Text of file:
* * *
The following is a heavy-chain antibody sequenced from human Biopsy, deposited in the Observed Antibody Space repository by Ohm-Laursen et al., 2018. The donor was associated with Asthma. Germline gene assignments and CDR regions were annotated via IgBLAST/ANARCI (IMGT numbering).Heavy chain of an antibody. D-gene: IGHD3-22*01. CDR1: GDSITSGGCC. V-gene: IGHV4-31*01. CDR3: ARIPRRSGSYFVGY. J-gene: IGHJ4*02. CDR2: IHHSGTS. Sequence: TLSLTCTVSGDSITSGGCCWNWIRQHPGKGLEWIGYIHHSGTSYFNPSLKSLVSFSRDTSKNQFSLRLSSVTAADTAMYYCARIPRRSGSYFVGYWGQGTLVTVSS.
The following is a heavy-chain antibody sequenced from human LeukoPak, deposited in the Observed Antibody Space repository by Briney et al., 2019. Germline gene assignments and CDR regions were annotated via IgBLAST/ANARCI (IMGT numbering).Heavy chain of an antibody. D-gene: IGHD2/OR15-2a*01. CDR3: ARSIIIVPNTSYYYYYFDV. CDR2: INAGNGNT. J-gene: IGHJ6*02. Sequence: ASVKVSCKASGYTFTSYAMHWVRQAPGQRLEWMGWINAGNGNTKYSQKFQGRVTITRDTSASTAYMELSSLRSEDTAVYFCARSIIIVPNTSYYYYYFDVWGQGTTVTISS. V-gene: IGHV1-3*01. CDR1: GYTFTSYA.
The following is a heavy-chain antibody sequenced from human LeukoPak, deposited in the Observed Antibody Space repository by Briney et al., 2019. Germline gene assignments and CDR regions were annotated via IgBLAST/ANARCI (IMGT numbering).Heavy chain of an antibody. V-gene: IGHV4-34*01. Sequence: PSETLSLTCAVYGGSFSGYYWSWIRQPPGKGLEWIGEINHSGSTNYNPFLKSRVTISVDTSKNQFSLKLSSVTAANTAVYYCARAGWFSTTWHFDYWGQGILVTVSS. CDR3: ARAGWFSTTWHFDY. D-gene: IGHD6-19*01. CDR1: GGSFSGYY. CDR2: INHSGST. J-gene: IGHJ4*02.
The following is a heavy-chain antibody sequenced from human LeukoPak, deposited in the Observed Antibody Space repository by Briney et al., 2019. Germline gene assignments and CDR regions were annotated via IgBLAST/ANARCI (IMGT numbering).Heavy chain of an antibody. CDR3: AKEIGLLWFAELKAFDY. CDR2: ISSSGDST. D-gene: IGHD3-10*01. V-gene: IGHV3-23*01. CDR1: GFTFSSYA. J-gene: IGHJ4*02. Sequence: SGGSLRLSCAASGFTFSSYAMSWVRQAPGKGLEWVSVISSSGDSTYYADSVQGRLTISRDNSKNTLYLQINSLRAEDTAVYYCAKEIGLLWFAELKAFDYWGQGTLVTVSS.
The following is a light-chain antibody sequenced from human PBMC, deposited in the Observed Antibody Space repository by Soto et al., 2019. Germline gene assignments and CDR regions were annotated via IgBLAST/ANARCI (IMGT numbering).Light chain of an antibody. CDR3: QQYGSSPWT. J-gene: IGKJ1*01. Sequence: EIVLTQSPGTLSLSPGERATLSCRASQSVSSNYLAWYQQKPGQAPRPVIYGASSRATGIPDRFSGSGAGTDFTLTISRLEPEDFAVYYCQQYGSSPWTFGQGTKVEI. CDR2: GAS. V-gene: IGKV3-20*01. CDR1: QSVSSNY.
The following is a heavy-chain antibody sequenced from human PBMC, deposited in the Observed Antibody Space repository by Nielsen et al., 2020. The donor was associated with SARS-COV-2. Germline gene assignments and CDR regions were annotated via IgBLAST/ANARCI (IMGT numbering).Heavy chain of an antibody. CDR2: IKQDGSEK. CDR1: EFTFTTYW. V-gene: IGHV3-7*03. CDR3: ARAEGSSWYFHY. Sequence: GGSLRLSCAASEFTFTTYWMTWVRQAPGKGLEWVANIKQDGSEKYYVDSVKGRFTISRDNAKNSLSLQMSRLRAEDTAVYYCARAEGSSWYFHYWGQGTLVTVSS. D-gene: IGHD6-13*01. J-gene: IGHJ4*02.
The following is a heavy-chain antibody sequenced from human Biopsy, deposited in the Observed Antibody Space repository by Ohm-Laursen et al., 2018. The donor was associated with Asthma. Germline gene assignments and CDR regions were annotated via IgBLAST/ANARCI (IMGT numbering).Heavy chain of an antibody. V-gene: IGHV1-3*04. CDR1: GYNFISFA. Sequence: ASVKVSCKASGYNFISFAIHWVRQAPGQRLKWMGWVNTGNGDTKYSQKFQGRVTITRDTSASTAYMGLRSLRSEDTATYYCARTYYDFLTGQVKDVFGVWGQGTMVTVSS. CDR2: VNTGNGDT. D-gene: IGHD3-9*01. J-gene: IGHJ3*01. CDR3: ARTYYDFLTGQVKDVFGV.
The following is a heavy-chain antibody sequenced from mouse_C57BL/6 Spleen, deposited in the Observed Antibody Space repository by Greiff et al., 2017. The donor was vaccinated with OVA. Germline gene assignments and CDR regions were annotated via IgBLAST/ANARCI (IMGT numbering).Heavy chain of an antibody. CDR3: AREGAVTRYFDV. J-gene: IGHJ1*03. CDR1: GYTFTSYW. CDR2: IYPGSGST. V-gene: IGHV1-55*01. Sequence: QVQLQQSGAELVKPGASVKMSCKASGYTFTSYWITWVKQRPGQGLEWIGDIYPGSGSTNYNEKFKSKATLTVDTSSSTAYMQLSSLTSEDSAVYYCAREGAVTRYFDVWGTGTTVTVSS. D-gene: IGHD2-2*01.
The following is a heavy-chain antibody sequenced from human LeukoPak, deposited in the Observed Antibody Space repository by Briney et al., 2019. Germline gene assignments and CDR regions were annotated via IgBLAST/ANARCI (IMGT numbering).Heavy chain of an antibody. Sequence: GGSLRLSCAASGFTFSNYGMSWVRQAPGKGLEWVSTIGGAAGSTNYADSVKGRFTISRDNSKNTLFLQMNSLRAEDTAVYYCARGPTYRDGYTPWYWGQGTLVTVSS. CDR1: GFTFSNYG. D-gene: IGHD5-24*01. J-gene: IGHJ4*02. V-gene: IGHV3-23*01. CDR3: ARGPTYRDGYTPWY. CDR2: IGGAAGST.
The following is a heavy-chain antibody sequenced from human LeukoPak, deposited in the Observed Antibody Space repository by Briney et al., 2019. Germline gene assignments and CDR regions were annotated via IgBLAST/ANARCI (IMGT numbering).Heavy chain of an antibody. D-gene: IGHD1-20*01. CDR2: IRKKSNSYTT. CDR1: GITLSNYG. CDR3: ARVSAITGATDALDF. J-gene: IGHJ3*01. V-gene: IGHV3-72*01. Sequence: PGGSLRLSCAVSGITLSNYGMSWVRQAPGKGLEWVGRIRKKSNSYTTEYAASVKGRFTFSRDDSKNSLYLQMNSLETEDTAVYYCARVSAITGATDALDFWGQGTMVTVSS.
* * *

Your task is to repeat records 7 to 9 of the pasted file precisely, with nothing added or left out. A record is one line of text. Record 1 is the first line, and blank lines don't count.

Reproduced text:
The following is a heavy-chain antibody sequenced from human Biopsy, deposited in the Observed Antibody Space repository by Ohm-Laursen et al., 2018. The donor was associated with Asthma. Germline gene assignments and CDR regions were annotated via IgBLAST/ANARCI (IMGT numbering).Heavy chain of an antibody. V-gene: IGHV1-3*04. CDR1: GYNFISFA. Sequence: ASVKVSCKASGYNFISFAIHWVRQAPGQRLKWMGWVNTGNGDTKYSQKFQGRVTITRDTSASTAYMGLRSLRSEDTATYYCARTYYDFLTGQVKDVFGVWGQGTMVTVSS. CDR2: VNTGNGDT. D-gene: IGHD3-9*01. J-gene: IGHJ3*01. CDR3: ARTYYDFLTGQVKDVFGV.
The following is a heavy-chain antibody sequenced from mouse_C57BL/6 Spleen, deposited in the Observed Antibody Space repository by Greiff et al., 2017. The donor was vaccinated with OVA. Germline gene assignments and CDR regions were annotated via IgBLAST/ANARCI (IMGT numbering).Heavy chain of an antibody. CDR3: AREGAVTRYFDV. J-gene: IGHJ1*03. CDR1: GYTFTSYW. CDR2: IYPGSGST. V-gene: IGHV1-55*01. Sequence: QVQLQQSGAELVKPGASVKMSCKASGYTFTSYWITWVKQRPGQGLEWIGDIYPGSGSTNYNEKFKSKATLTVDTSSSTAYMQLSSLTSEDSAVYYCAREGAVTRYFDVWGTGTTVTVSS. D-gene: IGHD2-2*01.
The following is a heavy-chain antibody sequenced from human LeukoPak, deposited in the Observed Antibody Space repository by Briney et al., 2019. Germline gene assignments and CDR regions were annotated via IgBLAST/ANARCI (IMGT numbering).Heavy chain of an antibody. Sequence: GGSLRLSCAASGFTFSNYGMSWVRQAPGKGLEWVSTIGGAAGSTNYADSVKGRFTISRDNSKNTLFLQMNSLRAEDTAVYYCARGPTYRDGYTPWYWGQGTLVTVSS. CDR1: GFTFSNYG. D-gene: IGHD5-24*01. J-gene: IGHJ4*02. V-gene: IGHV3-23*01. CDR3: ARGPTYRDGYTPWY. CDR2: IGGAAGST.